Food security and nutrition need global push

Food security and nutrition need global push

President Jakaya Kikwete was one of the African heads of state invited to the summit, which, by the way, is a plus for Tanzania and an endorsement to the country's commitment towards increased agricultural production.

The summit could not have come at a more appropriate moment. According to a report by Comprehensive African Agriculture Development Programme (CAADP), agriculture in the continent "is in a crisis."

According to the report, although total output has been rising steadily, often by simply extending the land area under cultivation, such growth has barely kept pace with Africa's increasing population.

Food production in particular has lagged the report, presumably compiled after intense research. The number of chronically undernourished people increased from 173 million in 1990-92 to 200 million in 1997-99, the latest years for which accurate figures are available. Of that total, 194 million were in sub-Saharan Africa. This growth in hunger has come despite high levels of food imports - costing 18.7 billion US dollars in 2000 alone.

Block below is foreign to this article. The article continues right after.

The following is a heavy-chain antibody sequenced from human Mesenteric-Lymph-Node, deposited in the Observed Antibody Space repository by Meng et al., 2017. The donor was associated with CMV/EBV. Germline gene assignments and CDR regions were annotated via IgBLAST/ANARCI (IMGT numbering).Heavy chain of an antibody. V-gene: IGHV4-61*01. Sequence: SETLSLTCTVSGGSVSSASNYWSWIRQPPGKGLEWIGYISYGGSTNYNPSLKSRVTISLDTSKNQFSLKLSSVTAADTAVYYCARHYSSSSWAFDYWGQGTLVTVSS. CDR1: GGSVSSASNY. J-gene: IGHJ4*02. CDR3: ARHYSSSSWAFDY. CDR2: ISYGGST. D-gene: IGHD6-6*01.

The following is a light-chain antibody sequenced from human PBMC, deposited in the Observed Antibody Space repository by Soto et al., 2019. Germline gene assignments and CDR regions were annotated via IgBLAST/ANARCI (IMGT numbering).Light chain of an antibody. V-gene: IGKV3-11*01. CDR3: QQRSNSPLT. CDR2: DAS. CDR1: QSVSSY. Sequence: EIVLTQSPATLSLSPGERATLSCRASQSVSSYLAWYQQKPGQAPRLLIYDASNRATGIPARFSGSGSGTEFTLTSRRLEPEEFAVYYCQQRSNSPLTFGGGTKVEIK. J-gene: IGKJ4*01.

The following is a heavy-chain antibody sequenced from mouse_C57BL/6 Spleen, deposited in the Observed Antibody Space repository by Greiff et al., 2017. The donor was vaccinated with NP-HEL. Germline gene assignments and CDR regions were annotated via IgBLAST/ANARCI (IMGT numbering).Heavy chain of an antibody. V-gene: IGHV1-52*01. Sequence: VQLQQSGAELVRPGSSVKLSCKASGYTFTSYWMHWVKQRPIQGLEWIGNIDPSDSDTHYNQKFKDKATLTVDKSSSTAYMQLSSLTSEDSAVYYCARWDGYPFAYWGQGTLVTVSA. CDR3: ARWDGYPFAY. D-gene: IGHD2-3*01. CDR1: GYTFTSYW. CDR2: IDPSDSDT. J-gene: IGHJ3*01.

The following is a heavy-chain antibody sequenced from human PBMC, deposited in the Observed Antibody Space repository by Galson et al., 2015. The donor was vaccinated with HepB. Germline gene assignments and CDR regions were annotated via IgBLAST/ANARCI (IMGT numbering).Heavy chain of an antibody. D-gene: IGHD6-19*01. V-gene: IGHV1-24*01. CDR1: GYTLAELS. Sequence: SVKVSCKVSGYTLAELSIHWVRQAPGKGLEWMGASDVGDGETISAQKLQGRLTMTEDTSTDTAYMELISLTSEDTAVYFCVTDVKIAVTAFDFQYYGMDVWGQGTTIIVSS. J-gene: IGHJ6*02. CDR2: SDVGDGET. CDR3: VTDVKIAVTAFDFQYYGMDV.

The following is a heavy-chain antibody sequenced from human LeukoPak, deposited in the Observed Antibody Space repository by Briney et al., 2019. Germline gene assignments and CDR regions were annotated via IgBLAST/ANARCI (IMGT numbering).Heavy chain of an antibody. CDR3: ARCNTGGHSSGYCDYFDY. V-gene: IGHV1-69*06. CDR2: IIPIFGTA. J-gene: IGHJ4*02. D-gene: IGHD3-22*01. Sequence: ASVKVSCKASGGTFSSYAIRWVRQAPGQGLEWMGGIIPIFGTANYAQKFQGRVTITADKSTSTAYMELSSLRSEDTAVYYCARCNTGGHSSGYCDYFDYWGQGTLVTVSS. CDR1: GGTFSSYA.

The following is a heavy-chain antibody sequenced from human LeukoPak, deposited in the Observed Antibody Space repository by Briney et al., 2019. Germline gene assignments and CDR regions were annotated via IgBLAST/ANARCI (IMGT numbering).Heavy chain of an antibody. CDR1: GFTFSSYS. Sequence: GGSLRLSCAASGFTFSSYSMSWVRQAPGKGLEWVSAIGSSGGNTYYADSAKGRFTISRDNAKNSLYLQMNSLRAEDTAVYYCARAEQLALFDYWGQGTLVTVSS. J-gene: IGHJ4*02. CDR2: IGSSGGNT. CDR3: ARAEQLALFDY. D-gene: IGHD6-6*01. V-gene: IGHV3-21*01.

Despite some 'progress' made the situation, as illustrated above, has been a wake-up call and governments in Africa and agriculture-related institutions have been pressing for an increase in responsible domestic and foreign private investments in continental agriculture.

The challenge that lies ahead for African leaders, on behalf of their people, is to increase responsible domestic and foreign private investments in agriculture and come up with innovations that can enhance agricultural productivity to scale.

Against this background, it is gratifying to note that the G-8 leaders have pledged at the summit to lift millions of Africans out of poverty by promoting investments in sustainable agriculture.

This is exactly what Africa needs and in that vein, what Tanzania needs. That is why the launching of a New Alliance for Food Security and Nutrition to accelerate the flow of private capital to African agriculture and take to scale new technologies and innovations is a commendable move.

Food, like they say for water, is life. Inadequate food production, which has resulted in acute food shortages, hunger and malnutrition, must be tackled from all angles. It needs a global alliance and commitment. Let it be.

Transparency is the way forward

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Author: EDITOR

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